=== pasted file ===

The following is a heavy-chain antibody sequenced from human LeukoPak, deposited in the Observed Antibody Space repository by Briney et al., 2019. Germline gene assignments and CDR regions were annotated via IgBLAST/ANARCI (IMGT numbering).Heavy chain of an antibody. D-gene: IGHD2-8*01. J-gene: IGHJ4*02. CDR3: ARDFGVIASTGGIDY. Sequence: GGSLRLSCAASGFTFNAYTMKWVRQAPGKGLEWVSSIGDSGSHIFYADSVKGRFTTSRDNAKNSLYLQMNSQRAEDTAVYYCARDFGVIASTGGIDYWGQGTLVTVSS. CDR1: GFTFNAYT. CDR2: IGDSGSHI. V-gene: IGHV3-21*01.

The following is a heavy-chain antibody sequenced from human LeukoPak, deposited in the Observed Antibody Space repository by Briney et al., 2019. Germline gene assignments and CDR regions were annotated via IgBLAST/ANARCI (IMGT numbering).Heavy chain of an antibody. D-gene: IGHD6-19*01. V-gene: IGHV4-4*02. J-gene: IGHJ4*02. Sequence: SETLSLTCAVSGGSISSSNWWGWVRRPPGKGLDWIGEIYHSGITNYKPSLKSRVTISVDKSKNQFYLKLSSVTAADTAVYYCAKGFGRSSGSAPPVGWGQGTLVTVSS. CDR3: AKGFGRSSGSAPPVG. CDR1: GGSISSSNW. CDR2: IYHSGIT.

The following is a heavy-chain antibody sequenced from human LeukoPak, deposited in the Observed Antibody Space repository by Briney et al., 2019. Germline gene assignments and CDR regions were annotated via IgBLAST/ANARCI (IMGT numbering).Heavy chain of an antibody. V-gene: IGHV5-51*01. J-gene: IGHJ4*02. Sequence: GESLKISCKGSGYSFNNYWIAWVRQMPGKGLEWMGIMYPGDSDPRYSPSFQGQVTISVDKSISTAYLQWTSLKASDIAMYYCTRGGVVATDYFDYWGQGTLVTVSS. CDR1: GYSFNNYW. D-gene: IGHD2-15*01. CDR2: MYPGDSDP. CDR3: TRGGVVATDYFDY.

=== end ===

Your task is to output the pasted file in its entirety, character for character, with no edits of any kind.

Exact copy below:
The following is a heavy-chain antibody sequenced from human LeukoPak, deposited in the Observed Antibody Space repository by Briney et al., 2019. Germline gene assignments and CDR regions were annotated via IgBLAST/ANARCI (IMGT numbering).Heavy chain of an antibody. D-gene: IGHD2-8*01. J-gene: IGHJ4*02. CDR3: ARDFGVIASTGGIDY. Sequence: GGSLRLSCAASGFTFNAYTMKWVRQAPGKGLEWVSSIGDSGSHIFYADSVKGRFTTSRDNAKNSLYLQMNSQRAEDTAVYYCARDFGVIASTGGIDYWGQGTLVTVSS. CDR1: GFTFNAYT. CDR2: IGDSGSHI. V-gene: IGHV3-21*01.

The following is a heavy-chain antibody sequenced from human LeukoPak, deposited in the Observed Antibody Space repository by Briney et al., 2019. Germline gene assignments and CDR regions were annotated via IgBLAST/ANARCI (IMGT numbering).Heavy chain of an antibody. D-gene: IGHD6-19*01. V-gene: IGHV4-4*02. J-gene: IGHJ4*02. Sequence: SETLSLTCAVSGGSISSSNWWGWVRRPPGKGLDWIGEIYHSGITNYKPSLKSRVTISVDKSKNQFYLKLSSVTAADTAVYYCAKGFGRSSGSAPPVGWGQGTLVTVSS. CDR3: AKGFGRSSGSAPPVG. CDR1: GGSISSSNW. CDR2: IYHSGIT.

The following is a heavy-chain antibody sequenced from human LeukoPak, deposited in the Observed Antibody Space repository by Briney et al., 2019. Germline gene assignments and CDR regions were annotated via IgBLAST/ANARCI (IMGT numbering).Heavy chain of an antibody. V-gene: IGHV5-51*01. J-gene: IGHJ4*02. Sequence: GESLKISCKGSGYSFNNYWIAWVRQMPGKGLEWMGIMYPGDSDPRYSPSFQGQVTISVDKSISTAYLQWTSLKASDIAMYYCTRGGVVATDYFDYWGQGTLVTVSS. CDR1: GYSFNNYW. D-gene: IGHD2-15*01. CDR2: MYPGDSDP. CDR3: TRGGVVATDYFDY.